Nepali Times
Nation
Where the buffalos used to roam


SITA MADEMBA in SUNSARI


PICS: SITA MADEMBA
When the Kosi breached its levee and swept through villages here last August, 42,000 people were displaced. While national and international sympathy, and donations, poured in for the flood victims, no one gave a thought to the plight of animals in the Kosi Tappu Wildlife Reserve.

The Kosi Tappu Wildlife Reserve is the last remaining habitat for the wild buffalo, arna, in Nepal and the Gangetic fresh water dolphin. Their numbers have been severely depleted by habitat encroachment and disease, and no one really knew how many there were left in the world.

Kosi Tappu was established in 1975 to primarily conserve the endangered wild buffalo. Twelve years previously, all the arna in Chitwan were wiped out by an outbreak of hoof and mouth disease spread by livestock and it was felt the population needed to be spread out.

Despite the threats, a buffalo census carried out last month showed that the number of wild buffalo in the reserve has increased from 159 in 2004 to 219 this year. Yet conservationists warn that the endangered animals and birds in the reserve face grave threats.

The diversion of the river back to its old channel with the construction of a coffer dam has disturbed wildlife. Last month, security personnel discovered three stranded dolphins and managed to rescue two. The third was fatally poisoned by locals.

The green pastures near the breached levees where the arna used to graze, now look like a desert and the animals have been forced to graze outside the reserve. This puts them at risk from disease and poaching.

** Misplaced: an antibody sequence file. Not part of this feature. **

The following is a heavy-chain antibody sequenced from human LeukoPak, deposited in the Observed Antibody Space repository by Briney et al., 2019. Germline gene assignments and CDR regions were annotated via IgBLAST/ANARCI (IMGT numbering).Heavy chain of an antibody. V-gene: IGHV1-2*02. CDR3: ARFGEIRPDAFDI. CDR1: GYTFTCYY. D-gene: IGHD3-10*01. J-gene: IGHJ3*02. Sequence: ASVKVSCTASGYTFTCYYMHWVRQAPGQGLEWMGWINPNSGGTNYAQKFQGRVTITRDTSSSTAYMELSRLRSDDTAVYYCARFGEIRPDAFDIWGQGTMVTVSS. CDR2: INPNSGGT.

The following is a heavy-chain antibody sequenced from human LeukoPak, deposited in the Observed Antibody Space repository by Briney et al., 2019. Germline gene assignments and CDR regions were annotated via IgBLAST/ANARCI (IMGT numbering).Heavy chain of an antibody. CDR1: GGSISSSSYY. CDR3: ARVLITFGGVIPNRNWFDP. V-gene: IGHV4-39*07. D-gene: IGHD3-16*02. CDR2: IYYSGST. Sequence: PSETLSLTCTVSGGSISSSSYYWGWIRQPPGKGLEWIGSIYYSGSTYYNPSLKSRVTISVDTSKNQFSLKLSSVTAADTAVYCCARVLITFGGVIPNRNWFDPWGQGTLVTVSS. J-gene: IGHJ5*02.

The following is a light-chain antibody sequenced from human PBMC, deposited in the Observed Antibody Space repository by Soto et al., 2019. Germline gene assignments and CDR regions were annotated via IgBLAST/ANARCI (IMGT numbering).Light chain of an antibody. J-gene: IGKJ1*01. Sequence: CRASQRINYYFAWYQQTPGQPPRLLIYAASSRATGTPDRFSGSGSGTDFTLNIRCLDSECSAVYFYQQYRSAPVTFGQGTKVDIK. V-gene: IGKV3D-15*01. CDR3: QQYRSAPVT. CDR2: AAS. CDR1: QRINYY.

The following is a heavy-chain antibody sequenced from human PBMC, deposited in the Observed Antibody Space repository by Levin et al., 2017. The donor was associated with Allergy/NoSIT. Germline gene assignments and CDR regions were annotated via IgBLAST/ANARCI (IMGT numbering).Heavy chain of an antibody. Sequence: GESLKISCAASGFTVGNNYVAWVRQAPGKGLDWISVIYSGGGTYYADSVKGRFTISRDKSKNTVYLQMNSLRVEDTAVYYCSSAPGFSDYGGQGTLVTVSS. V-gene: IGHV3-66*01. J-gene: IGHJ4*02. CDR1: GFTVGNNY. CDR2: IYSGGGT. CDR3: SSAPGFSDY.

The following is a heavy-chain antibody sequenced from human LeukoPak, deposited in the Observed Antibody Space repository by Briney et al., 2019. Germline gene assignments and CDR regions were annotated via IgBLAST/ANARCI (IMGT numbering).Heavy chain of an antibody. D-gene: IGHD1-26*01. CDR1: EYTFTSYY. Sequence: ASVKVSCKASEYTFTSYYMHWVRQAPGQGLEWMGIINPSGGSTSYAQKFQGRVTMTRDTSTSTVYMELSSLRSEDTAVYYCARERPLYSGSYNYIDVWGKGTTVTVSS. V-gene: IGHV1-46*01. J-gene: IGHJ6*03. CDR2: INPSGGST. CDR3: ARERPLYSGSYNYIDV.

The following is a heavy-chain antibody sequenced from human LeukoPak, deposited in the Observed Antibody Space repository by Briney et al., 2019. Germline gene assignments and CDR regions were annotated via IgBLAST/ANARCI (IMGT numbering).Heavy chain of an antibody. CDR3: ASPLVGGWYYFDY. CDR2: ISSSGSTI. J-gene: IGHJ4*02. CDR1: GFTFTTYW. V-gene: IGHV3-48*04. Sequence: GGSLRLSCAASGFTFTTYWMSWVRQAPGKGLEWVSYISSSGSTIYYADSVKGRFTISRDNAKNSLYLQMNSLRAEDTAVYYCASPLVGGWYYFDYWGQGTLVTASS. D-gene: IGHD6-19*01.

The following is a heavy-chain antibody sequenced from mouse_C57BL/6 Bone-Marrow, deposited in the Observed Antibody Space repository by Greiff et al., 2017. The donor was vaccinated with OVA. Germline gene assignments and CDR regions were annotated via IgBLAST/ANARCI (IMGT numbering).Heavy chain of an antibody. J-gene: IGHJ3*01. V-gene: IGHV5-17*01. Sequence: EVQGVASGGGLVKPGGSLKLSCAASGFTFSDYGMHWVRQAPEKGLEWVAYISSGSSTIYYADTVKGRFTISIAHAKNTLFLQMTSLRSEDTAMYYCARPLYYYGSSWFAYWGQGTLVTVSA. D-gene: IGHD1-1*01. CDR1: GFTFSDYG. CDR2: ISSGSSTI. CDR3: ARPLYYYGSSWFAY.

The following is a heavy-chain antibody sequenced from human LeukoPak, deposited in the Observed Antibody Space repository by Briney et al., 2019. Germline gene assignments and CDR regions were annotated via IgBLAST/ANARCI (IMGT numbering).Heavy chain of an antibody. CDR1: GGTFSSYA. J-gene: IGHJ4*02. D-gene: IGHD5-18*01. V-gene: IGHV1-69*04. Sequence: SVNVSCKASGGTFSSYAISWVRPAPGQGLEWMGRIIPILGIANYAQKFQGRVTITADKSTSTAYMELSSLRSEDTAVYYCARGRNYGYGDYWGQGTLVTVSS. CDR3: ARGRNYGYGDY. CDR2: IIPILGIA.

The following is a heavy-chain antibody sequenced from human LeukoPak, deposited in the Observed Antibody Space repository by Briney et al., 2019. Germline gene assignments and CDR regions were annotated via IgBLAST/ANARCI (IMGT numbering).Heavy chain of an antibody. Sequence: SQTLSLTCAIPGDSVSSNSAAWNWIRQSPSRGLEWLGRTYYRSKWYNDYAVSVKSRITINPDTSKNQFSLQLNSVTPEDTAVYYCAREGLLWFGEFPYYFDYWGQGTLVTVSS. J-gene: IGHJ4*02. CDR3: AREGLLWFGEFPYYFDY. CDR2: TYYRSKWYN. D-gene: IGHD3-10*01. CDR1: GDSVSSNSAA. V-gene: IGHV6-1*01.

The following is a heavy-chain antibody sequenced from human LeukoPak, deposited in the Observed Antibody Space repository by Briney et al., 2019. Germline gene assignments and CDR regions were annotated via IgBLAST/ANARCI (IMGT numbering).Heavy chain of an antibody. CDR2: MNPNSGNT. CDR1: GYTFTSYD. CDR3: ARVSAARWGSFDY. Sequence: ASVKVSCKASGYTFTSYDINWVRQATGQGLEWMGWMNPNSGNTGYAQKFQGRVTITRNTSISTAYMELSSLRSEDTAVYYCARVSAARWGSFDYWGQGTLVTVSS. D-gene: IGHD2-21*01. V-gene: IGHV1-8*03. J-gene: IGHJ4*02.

Indian contractors working on the rechanneling of the Kosi have also been illegally extracting sand from the arna pastures. The grasslands are now furrowed by 10-foot deep pits where wildlife can be trapped or drown.

Conservation official Nilamber Mishra says, "If any animal falls into those pits, it will die. We have requested the contractors and engineers to not dig the holes too deep. But they don't take us seriously."

Since the collapse of the levee, the reserve has become an island in a sea of humans. Eight security posts that were closed down during the conflict haven't yet been re-established. The barbed wire boundary erected two years ago has been stolen. Villagers from the buffer zone are now bringing livestock into the reserve to graze. The movement of people is even more uncontrolled because of all the construction work going on.

Kosi Tappu is considered one of the best sites for bird watching with over 480 species of birds recorded and many migrant species, but after the river changed its channel last year the birds didn't come.

Kosi flood victims in Sunsari have demanded that the reserve's boundary be shifted one kilometre to the west. But if that is done, say conservation officials, the river that is a crucial source of food and water for the animals, and birds will no longer be in the reserve.

SEE ALSO
Stolen children - FROM ISSUE #452 (22 MAY 2009 - 28 MAY 2009)
Flood of babies - FROM ISSUE #452 (22 MAY 2009 - 28 MAY 2009)
Silver lining? - FROM ISSUE #452 (22 MAY 2009 - 28 MAY 2009)



LATEST ISSUE
638
(11 JAN 2013 - 17 JAN 2013)


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